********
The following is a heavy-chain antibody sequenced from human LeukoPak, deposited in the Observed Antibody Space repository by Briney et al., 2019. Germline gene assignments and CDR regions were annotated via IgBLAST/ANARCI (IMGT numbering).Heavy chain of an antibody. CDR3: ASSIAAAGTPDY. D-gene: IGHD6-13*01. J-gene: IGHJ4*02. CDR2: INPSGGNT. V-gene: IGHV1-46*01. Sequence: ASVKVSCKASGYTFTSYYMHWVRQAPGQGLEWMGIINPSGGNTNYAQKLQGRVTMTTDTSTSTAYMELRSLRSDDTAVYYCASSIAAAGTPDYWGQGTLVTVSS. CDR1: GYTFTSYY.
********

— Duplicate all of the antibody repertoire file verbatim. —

The following is a heavy-chain antibody sequenced from human LeukoPak, deposited in the Observed Antibody Space repository by Briney et al., 2019. Germline gene assignments and CDR regions were annotated via IgBLAST/ANARCI (IMGT numbering).Heavy chain of an antibody. CDR3: ASSIAAAGTPDY. D-gene: IGHD6-13*01. J-gene: IGHJ4*02. CDR2: INPSGGNT. V-gene: IGHV1-46*01. Sequence: ASVKVSCKASGYTFTSYYMHWVRQAPGQGLEWMGIINPSGGNTNYAQKLQGRVTMTTDTSTSTAYMELRSLRSDDTAVYYCASSIAAAGTPDYWGQGTLVTVSS. CDR1: GYTFTSYY.